By Amy Sawitta Lefevre BANGKOK (Reuters) - Anti-government protesters marched in Bangkok on Thursday in a bid to force Prime Minister Yingluck Shinawatra from office but their numbers appeared far smaller than earlier in the month, when she called a snap election to try to defuse the crisis. Protest leader Suthep Thaugsuban is demanding political and electoral reforms before any vote is held and wants these to be overseen by a "people's council" his movement will help nominate rather than by Yingluck, who is caretaker prime minister until the election, set for February 2. One sign read: "We will not accept Square Face", a nickname given to former Prime Minister Thaksin Shinawatra, Yingluck's brother and the figure at the centre of Thailand's eight-year, on-off political crisis.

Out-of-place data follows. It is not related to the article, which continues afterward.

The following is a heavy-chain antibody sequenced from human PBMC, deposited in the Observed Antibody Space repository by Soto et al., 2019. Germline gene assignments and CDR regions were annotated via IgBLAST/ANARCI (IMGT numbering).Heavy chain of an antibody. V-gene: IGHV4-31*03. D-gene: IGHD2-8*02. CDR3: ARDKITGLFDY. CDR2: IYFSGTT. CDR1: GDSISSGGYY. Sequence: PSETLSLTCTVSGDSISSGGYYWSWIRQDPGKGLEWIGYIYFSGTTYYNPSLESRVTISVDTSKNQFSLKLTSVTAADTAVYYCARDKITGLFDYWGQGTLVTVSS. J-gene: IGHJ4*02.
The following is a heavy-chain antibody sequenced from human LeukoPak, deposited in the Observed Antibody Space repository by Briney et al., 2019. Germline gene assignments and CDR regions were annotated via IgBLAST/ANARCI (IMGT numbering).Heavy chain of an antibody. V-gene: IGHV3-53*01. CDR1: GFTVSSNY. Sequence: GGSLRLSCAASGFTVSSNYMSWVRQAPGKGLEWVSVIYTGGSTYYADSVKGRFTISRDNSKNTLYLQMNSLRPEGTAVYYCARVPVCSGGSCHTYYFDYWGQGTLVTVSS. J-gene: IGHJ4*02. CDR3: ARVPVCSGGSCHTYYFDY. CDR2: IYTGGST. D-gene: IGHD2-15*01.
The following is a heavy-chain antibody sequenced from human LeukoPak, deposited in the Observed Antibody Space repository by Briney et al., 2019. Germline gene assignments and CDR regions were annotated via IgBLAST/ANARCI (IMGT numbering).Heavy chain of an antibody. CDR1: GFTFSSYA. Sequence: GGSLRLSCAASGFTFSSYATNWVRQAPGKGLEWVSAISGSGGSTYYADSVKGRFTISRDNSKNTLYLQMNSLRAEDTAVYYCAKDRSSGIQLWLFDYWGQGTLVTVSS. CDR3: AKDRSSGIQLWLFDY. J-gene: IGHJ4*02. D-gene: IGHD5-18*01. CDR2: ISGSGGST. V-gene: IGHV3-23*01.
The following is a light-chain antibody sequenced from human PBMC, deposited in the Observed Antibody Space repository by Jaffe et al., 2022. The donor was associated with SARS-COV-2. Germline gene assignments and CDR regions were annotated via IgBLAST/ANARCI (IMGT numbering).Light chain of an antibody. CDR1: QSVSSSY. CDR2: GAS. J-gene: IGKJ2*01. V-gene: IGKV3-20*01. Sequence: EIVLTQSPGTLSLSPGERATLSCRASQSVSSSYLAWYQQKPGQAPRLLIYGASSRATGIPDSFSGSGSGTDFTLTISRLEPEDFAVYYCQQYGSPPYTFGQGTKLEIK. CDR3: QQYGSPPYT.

The Federal Reserve announced Wednesday it would start tapering its massive stimulus program in January, giving a vote of confidence in the recovery of the US economy and job market. The Fed will buy $75 billion on bonds a month next month, down from the $85 billion monthly asset purchases it has made for a year, the Federal Open Market Committee said after a two-day monetary policy meeting. Stocks rallied to new record highs after the Fed action, which marked the beginning of the end of five years of its easy-money policy, aimed at helping the world's largest economy recover from the devastating recession. "In light of the cumulative progress toward maximum employment and the improvement in the outlook for labor market conditions, the Committee decided to modestly reduce the pace of its asset purchases," the FOMC said in a statement.